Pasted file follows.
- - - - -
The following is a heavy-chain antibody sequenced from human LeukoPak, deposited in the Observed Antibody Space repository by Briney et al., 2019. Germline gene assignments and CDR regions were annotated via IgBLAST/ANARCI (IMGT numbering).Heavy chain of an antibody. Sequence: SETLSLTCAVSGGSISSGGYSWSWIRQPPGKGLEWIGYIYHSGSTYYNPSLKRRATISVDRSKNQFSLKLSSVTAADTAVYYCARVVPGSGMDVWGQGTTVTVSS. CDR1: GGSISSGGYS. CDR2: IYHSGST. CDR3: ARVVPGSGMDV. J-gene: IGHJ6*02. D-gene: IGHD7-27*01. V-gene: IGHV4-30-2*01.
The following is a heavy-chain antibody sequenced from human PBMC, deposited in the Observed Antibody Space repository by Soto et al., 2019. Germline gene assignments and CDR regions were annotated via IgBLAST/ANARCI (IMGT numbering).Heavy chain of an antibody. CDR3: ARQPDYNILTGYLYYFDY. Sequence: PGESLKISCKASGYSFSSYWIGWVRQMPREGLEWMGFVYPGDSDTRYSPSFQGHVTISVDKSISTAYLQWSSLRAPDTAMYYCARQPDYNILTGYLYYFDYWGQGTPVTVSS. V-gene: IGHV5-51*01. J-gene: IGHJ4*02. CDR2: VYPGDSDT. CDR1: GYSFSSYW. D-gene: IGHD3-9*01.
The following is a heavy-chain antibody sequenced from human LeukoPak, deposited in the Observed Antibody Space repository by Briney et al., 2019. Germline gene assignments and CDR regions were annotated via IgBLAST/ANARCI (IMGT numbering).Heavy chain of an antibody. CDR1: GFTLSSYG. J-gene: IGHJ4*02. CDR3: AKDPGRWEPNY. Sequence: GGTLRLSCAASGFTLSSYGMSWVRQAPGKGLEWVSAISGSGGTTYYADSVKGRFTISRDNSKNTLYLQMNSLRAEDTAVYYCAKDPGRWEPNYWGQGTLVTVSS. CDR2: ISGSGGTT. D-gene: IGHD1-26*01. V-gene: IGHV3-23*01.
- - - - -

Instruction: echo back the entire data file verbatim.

The following is a heavy-chain antibody sequenced from human LeukoPak, deposited in the Observed Antibody Space repository by Briney et al., 2019. Germline gene assignments and CDR regions were annotated via IgBLAST/ANARCI (IMGT numbering).Heavy chain of an antibody. Sequence: SETLSLTCAVSGGSISSGGYSWSWIRQPPGKGLEWIGYIYHSGSTYYNPSLKRRATISVDRSKNQFSLKLSSVTAADTAVYYCARVVPGSGMDVWGQGTTVTVSS. CDR1: GGSISSGGYS. CDR2: IYHSGST. CDR3: ARVVPGSGMDV. J-gene: IGHJ6*02. D-gene: IGHD7-27*01. V-gene: IGHV4-30-2*01.
The following is a heavy-chain antibody sequenced from human PBMC, deposited in the Observed Antibody Space repository by Soto et al., 2019. Germline gene assignments and CDR regions were annotated via IgBLAST/ANARCI (IMGT numbering).Heavy chain of an antibody. CDR3: ARQPDYNILTGYLYYFDY. Sequence: PGESLKISCKASGYSFSSYWIGWVRQMPREGLEWMGFVYPGDSDTRYSPSFQGHVTISVDKSISTAYLQWSSLRAPDTAMYYCARQPDYNILTGYLYYFDYWGQGTPVTVSS. V-gene: IGHV5-51*01. J-gene: IGHJ4*02. CDR2: VYPGDSDT. CDR1: GYSFSSYW. D-gene: IGHD3-9*01.
The following is a heavy-chain antibody sequenced from human LeukoPak, deposited in the Observed Antibody Space repository by Briney et al., 2019. Germline gene assignments and CDR regions were annotated via IgBLAST/ANARCI (IMGT numbering).Heavy chain of an antibody. CDR1: GFTLSSYG. J-gene: IGHJ4*02. CDR3: AKDPGRWEPNY. Sequence: GGTLRLSCAASGFTLSSYGMSWVRQAPGKGLEWVSAISGSGGTTYYADSVKGRFTISRDNSKNTLYLQMNSLRAEDTAVYYCAKDPGRWEPNYWGQGTLVTVSS. CDR2: ISGSGGTT. D-gene: IGHD1-26*01. V-gene: IGHV3-23*01.